By Umar Yandaki

On December 18th 2020, a day that would enter Nigeria’s very long annals – as it occasioned the release of the over 340 abducted #KankaraSchoolsBoys – we, students of history alongside other humanists witnessed yet, another ‘executive harassment’ too much to be allowed to escape our pens.

In a trending video which displayed how the released Government Science Secondary School, Kankara pupils were received by Katsina State Government, President Buhari appeared imploring the pupils not just to forget the trauma inflicted upon them by their abductors, but to concentrate more on their studies. In vernacular, Mr. President also stated thus: “Ba wanda ya karanta Tarihi ba ko Turanci; A’a wadanda sukayi kimiyya sune zasu fi samun aiki a na gaba”, (contextually meaning that one’s success in future depends not on subjects like HISTORY or ENGLISH but SCIENCE and TECHNOLOGY).

In Nigeria, this is not the first time that humanities/arts/liberal arts were nearly reduced to nothing to favor Science, Technology, Engineering and Mathematics (STEM) via ‘executive utterances’, in key government-related development policies, or even within academic circles; and ludicrously so. During the early 1980s, for instance, a ‘Second Republic government in Kaduna State abruptly cut down by half, the scholarship awards of the arts students in the Universities and even increased the scholarship of the science students’. Later, especially from the 1990s, the managements of some Universities began sharing research funds to researchers on a 40/60 ratio in favor of STEM. Subsequently, even undergraduate admission space came to be shared along this ratio.

President Obasanjo (1999-2007) once held a similar view. According to Dr. Abdulbasit Kassim, Obasanjo in his meeting with Nigerians in the Diaspora Organization, stated thus: “some people came to me and they said they have two masters degree and yet cannot get a job. Then I asked what did you read and they replied Mass-Communication and the other one said Sociology. Then I told them, you are uneducated. You have to go back and be re-educated and create value for your skills.” Yet, on July 25th 2007, the Nigerian Tribune (p.8) conveyed an editorial reporting how the former Governor of Bayelsa State, Timipre Sylva stated that “courses being run by the Faculty of Arts of the Niger Delta University were of no relevance to the needs of a new Bayelsa State”.

Essentially, the form of knowledge dealing with the physical world through some systematic principles often aimed at outputs for practical purpose, as typified by Physics, Chemistry, Medicine, Engineering, Computer Science, etc. are considered the vogue; and more so, at the peril of those disciplines studying the experiences of human-lived societies through intellectual exercises, such as History, Languages, Anthropology, Religious Studies, Sociology, Political Studies and Philosophy, among others. But why has this trend been so intermittent for quite some time? The answer lies within the often despised disciplines of humanities – history to be precise.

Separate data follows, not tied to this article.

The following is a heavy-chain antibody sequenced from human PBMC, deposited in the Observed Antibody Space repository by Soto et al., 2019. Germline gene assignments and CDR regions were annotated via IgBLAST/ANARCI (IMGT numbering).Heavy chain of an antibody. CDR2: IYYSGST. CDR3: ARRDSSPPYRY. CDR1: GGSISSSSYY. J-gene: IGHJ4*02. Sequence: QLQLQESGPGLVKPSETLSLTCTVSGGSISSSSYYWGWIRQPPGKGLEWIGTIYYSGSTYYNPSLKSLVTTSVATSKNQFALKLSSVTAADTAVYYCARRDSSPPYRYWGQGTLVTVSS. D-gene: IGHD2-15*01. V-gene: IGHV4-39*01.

Back to History

Itself a colonial initiative realized in 1914, the Nigerian State suffered multiple bruises from colonialism at a very tender age. Of all the bruises, however, the most damaging and long lasting has been the colonial project that structurally robbed us the collective ability to think, to innovate and to chart for ourselves, an independent development initiative. At the peak of this project during the colonial period, its major driving force was cultural imperialism which was later, both accentuated and perpetuated by neocolonialism and globalization; and at all the times reared its ugly head through a major gateway – the education system imposed on us.

This (western) education system, highly systematic and organized to serve the needs of the major establishers and benefactors of the global system (i.e. the developed Western Nations), was anchored towards a central idea – that of universalism. Whether as humanities or STEM, the fields of study within our education system were – and are still being – fashioned as universal in outlook. No wonder, the validity of the purported decolonization of History in this as in other African countries is still being questioned by many interlocutors even among African historians.

It is through this universalism that the advanced, industrialized nations used varied methods through which they strategically conditioned our collective psyche to sense ‘wisdom’ in some logically structured systems, which animate global collaborations for collective human progress at the surface but deceitfully entrench imperial domination on us in the underground. In this parlance, we were not expected to disagree with the International Law, International Court of Justice, International Monetary Fund, World Health Organization, World Trade Organization, etc.

In a manner of international cooperation and globalization, we were also expected to look up to such things that are tied to internationalism for guidance in terms of music, holidays, medical check-ups, tourism, expert advise, technical assistance, loans, basic electronic appliances, and even the ‘good’ politics – universal democracy. Within this universal system, our expected role to develop and achieve excellence is simply to copy!